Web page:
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Moral Good, the Beatific Vision, and God’s Kingdom

Writings by Germain Grisez and Peter Ryan, S.J.


Edited By Peter J. Weigel

For close to half a century, the work of Germain Grisez has been highly influential, and his writings continue to receive considerable attention from philosophers and theologians of diverse viewpoints. His co-author for this work is the professor and noted moral theologian Fr. Peter Ryan, S.J., currently the executive director of the Secretariat of Doctrine and Canonical Affairs of the United States Conference of Catholic Bishops (USCCB). These two eminent scholars explore fundamental questions about Christian eschatology, moral theory, the purpose of human life, and the promise of human fulfilment. The authors examine Christian teaching on the final destiny of persons, investigating the meaning of God’s kingdom, the hope of the beatific vision, and the centrality of moral goodness and divine grace in one’s final end. This work is an ideal source for students, scholars, ministers and lay persons interested in basic questions of Christian theology, the philosophy of religion, ethical theory, and Catholic doctrine.
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The editor wishes to extend his appreciation to Germain Grisez and Fr. Peter Ryan, S.J., for contributing their work to this distinctive collaborative volume and for their helpful suggestions along the way. They were very supportive of providing an anthology that would collect in one volume a range of their works on this important topic. Joseph Prud’homme, the editor of the Washington College Studies in Religion, Politics and Culture series moved the project forward over occasional hurdles and oversaw production details. Thanks to Teresa Abney for doing the copyediting. Jackie Pavlovic and the staff at Peter Lang guided the work into final form. Thank you to everyone involved.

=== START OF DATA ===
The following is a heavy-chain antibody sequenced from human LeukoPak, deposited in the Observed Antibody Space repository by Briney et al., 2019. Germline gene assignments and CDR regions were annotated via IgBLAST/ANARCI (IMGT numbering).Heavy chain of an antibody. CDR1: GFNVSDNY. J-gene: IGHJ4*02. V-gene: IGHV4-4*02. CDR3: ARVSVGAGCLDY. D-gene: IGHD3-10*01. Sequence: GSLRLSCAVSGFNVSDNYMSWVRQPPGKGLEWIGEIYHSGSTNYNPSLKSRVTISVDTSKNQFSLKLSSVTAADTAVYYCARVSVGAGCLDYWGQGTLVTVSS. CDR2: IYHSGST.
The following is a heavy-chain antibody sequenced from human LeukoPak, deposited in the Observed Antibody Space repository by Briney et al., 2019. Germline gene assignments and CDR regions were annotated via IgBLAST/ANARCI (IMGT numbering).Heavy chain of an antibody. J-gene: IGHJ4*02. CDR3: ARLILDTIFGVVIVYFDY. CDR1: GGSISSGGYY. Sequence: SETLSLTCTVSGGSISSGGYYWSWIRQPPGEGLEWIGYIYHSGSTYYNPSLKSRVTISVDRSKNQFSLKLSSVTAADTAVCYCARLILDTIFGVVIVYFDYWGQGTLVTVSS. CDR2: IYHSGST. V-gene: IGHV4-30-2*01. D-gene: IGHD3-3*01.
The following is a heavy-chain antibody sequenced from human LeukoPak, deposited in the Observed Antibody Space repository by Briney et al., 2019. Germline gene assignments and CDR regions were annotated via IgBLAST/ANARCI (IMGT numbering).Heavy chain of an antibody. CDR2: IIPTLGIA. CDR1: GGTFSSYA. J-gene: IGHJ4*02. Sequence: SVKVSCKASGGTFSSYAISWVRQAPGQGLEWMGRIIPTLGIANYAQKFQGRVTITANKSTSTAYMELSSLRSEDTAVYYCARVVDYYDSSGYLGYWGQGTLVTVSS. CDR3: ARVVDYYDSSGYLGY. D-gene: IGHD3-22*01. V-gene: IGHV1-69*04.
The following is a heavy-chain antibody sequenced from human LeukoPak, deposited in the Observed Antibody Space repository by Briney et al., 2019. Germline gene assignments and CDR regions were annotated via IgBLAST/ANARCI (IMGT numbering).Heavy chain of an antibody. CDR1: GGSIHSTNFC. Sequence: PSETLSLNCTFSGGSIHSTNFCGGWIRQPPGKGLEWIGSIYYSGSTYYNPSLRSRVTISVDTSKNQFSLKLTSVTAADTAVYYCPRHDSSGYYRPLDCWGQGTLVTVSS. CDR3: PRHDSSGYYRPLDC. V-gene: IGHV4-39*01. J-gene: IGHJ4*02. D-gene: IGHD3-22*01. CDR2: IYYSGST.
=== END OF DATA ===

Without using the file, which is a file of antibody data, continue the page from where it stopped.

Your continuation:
Chapter One first appeared in the New Catholic Encyclopedia, 2nd Edition, ed. Janet Halfmann (Farmington, MI: Gale, 2002), 132–138. Chapter Two first appeared in Gregorianum 82, 2 (2001), 325–356, and Chapter Three in Gregorianum 83, 4 (2002), 717–754. Chapter Four first appeared in Volume 46 (2001) of the American Journal of Jurisprudence. Chapter Five first appeared in Theological Studies 69 (2008), 38–61. We very much appreciate the permission we received to reprint these essays in this single, convenient volume, featuring a previously unpublished concluding chapter where the authors represent some of their more recent work.← vii | viii →

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